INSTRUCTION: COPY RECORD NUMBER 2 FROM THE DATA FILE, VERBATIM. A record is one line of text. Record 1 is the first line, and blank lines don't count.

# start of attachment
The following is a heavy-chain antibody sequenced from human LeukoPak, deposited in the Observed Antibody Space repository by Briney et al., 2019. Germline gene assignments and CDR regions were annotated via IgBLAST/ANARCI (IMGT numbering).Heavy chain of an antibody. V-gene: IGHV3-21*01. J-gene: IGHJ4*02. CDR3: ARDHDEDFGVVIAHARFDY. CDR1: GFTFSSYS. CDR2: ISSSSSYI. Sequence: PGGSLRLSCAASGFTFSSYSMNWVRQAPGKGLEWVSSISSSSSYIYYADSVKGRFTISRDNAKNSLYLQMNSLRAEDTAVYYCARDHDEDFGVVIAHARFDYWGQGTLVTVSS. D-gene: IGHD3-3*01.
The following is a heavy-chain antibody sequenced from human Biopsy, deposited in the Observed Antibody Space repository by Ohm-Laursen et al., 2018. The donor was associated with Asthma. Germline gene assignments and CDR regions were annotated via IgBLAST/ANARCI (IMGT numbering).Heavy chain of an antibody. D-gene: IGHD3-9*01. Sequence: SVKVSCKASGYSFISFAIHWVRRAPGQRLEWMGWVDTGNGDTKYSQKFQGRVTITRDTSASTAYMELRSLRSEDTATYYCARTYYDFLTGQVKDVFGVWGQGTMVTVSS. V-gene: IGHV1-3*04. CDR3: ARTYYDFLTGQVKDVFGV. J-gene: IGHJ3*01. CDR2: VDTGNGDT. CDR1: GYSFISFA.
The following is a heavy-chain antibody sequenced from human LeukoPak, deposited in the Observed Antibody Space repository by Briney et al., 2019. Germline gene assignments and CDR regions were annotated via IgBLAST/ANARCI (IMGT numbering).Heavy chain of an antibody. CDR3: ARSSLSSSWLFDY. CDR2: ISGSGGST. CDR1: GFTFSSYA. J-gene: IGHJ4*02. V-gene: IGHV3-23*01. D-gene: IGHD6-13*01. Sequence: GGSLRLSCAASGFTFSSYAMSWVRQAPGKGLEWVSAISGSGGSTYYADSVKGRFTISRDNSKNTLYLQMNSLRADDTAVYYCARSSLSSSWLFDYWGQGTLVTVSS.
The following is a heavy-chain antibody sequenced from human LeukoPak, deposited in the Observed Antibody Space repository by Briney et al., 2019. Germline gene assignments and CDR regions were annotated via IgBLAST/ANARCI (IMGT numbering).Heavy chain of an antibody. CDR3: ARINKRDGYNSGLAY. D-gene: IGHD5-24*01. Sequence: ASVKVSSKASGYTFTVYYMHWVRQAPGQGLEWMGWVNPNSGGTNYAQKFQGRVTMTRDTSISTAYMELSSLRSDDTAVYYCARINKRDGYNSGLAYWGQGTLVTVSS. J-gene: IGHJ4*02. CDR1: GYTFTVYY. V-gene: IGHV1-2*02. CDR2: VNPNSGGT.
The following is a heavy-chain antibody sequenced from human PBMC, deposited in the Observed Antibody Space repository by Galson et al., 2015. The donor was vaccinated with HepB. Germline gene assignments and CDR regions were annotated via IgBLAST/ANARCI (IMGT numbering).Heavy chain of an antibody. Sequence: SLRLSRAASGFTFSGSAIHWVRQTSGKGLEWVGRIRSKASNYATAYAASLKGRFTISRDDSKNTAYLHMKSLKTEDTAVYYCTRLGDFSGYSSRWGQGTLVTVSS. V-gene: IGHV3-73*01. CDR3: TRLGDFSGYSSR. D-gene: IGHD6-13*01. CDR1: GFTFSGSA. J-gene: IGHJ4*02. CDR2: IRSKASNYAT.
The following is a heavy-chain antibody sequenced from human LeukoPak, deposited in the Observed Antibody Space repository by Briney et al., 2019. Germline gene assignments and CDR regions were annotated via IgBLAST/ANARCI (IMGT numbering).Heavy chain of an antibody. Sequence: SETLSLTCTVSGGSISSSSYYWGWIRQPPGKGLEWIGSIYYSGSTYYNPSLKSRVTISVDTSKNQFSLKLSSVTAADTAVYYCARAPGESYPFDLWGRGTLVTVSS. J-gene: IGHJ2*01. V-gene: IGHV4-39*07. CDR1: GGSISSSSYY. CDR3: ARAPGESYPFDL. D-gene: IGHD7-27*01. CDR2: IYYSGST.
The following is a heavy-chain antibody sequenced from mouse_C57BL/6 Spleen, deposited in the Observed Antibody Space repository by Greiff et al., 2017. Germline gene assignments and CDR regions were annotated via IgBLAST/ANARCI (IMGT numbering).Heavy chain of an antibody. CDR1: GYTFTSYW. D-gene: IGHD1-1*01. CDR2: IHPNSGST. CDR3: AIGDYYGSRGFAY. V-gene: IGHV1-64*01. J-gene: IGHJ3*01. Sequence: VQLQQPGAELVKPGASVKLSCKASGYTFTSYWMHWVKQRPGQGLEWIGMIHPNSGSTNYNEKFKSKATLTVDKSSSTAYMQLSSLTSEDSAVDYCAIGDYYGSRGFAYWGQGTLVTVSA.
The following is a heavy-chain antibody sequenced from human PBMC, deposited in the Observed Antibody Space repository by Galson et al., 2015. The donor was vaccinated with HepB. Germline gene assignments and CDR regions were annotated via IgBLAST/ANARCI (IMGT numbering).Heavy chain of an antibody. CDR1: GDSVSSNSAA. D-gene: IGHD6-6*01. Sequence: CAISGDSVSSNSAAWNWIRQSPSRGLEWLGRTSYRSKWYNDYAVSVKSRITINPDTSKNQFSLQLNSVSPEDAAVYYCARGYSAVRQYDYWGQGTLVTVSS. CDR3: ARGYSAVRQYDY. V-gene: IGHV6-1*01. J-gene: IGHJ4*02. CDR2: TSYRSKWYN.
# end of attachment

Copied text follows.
The following is a heavy-chain antibody sequenced from human Biopsy, deposited in the Observed Antibody Space repository by Ohm-Laursen et al., 2018. The donor was associated with Asthma. Germline gene assignments and CDR regions were annotated via IgBLAST/ANARCI (IMGT numbering).Heavy chain of an antibody. D-gene: IGHD3-9*01. Sequence: SVKVSCKASGYSFISFAIHWVRRAPGQRLEWMGWVDTGNGDTKYSQKFQGRVTITRDTSASTAYMELRSLRSEDTATYYCARTYYDFLTGQVKDVFGVWGQGTMVTVSS. V-gene: IGHV1-3*04. CDR3: ARTYYDFLTGQVKDVFGV. J-gene: IGHJ3*01. CDR2: VDTGNGDT. CDR1: GYSFISFA.